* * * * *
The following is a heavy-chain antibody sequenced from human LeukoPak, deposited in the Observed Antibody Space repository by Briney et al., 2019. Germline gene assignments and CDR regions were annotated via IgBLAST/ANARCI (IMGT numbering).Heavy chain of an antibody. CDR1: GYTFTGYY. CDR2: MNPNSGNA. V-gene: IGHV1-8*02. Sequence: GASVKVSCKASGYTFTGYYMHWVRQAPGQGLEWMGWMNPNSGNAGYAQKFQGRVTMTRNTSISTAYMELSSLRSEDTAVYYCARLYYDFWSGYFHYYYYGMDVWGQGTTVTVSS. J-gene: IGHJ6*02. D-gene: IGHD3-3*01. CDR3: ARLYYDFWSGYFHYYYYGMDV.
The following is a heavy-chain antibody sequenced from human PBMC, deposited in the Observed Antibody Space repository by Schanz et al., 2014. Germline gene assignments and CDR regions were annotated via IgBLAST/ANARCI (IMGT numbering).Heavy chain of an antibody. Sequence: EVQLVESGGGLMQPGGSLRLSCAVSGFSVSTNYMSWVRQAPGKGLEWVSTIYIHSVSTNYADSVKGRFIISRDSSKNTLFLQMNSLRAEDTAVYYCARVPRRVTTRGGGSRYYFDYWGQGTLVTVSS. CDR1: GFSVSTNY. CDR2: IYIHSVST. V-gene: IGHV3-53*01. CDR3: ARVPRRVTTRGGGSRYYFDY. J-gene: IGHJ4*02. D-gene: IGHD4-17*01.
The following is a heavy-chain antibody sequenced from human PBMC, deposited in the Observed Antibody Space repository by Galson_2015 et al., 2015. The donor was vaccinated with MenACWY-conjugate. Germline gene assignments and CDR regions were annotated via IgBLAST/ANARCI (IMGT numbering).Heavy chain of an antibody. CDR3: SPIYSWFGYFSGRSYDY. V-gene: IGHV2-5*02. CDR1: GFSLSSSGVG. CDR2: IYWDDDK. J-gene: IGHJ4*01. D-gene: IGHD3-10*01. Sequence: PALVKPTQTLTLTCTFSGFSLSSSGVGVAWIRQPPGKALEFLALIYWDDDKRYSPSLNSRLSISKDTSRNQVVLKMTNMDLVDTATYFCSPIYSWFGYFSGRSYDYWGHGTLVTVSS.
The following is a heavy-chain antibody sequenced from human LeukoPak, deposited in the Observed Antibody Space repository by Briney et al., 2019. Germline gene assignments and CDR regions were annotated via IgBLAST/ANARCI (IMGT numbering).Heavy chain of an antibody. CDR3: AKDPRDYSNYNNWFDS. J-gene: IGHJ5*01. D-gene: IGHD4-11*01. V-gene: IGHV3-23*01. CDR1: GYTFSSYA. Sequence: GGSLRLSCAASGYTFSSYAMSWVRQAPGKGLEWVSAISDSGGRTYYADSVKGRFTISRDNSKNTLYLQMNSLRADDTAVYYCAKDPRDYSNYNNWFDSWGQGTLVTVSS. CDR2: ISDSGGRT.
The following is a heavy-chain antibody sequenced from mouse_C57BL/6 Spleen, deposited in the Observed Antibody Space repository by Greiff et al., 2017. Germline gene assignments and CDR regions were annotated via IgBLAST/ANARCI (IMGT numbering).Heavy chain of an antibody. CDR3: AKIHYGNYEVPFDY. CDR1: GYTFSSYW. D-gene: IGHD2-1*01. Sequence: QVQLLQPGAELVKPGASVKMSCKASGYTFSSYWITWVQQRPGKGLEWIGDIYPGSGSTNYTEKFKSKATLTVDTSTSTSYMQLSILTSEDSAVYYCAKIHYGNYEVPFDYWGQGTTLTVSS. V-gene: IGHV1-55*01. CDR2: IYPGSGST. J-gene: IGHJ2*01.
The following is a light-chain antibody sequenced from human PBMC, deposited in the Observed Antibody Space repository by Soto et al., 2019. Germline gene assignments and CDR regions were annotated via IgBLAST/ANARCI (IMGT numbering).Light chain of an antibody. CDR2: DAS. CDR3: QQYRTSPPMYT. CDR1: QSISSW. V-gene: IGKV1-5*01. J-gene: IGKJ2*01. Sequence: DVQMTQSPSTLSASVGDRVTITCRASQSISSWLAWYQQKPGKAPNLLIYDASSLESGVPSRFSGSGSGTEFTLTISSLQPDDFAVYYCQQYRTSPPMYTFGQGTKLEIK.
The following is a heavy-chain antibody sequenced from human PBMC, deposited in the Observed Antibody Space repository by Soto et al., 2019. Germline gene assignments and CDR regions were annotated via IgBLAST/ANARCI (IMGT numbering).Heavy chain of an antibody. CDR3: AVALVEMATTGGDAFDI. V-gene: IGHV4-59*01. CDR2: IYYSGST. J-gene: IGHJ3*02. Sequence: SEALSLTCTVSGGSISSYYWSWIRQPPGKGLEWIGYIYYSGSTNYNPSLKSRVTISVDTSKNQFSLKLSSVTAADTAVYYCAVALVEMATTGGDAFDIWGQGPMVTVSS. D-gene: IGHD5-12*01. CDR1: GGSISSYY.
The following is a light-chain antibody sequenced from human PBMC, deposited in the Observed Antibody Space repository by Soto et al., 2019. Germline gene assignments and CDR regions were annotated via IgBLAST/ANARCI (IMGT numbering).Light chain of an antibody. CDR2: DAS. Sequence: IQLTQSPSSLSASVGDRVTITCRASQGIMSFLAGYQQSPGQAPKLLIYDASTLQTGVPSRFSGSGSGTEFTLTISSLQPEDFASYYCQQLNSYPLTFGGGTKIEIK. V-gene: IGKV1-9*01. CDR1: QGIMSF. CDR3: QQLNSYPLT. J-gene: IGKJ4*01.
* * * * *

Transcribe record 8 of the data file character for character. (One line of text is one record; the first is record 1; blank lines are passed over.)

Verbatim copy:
The following is a light-chain antibody sequenced from human PBMC, deposited in the Observed Antibody Space repository by Soto et al., 2019. Germline gene assignments and CDR regions were annotated via IgBLAST/ANARCI (IMGT numbering).Light chain of an antibody. CDR2: DAS. Sequence: IQLTQSPSSLSASVGDRVTITCRASQGIMSFLAGYQQSPGQAPKLLIYDASTLQTGVPSRFSGSGSGTEFTLTISSLQPEDFASYYCQQLNSYPLTFGGGTKIEIK. V-gene: IGKV1-9*01. CDR1: QGIMSF. CDR3: QQLNSYPLT. J-gene: IGKJ4*01.